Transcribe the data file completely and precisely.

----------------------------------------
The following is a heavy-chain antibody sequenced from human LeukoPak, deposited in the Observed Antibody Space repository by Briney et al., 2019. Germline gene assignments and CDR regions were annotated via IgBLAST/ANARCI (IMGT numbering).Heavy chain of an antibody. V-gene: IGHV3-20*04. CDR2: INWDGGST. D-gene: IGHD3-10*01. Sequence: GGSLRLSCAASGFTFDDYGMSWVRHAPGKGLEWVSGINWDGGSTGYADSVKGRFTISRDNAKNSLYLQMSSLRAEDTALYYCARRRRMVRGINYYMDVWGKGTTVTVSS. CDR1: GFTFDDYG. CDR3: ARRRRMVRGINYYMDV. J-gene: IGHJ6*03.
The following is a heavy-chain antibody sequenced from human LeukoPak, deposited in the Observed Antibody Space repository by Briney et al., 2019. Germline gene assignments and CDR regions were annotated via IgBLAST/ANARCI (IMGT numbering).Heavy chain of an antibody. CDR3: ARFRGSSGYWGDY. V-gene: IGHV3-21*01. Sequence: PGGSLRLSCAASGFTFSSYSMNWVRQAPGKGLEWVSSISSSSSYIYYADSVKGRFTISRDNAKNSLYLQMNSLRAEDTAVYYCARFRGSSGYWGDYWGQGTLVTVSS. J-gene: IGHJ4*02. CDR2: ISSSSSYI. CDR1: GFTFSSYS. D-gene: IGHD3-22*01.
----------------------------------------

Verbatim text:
The following is a heavy-chain antibody sequenced from human LeukoPak, deposited in the Observed Antibody Space repository by Briney et al., 2019. Germline gene assignments and CDR regions were annotated via IgBLAST/ANARCI (IMGT numbering).Heavy chain of an antibody. V-gene: IGHV3-20*04. CDR2: INWDGGST. D-gene: IGHD3-10*01. Sequence: GGSLRLSCAASGFTFDDYGMSWVRHAPGKGLEWVSGINWDGGSTGYADSVKGRFTISRDNAKNSLYLQMSSLRAEDTALYYCARRRRMVRGINYYMDVWGKGTTVTVSS. CDR1: GFTFDDYG. CDR3: ARRRRMVRGINYYMDV. J-gene: IGHJ6*03.
The following is a heavy-chain antibody sequenced from human LeukoPak, deposited in the Observed Antibody Space repository by Briney et al., 2019. Germline gene assignments and CDR regions were annotated via IgBLAST/ANARCI (IMGT numbering).Heavy chain of an antibody. CDR3: ARFRGSSGYWGDY. V-gene: IGHV3-21*01. Sequence: PGGSLRLSCAASGFTFSSYSMNWVRQAPGKGLEWVSSISSSSSYIYYADSVKGRFTISRDNAKNSLYLQMNSLRAEDTAVYYCARFRGSSGYWGDYWGQGTLVTVSS. J-gene: IGHJ4*02. CDR2: ISSSSSYI. CDR1: GFTFSSYS. D-gene: IGHD3-22*01.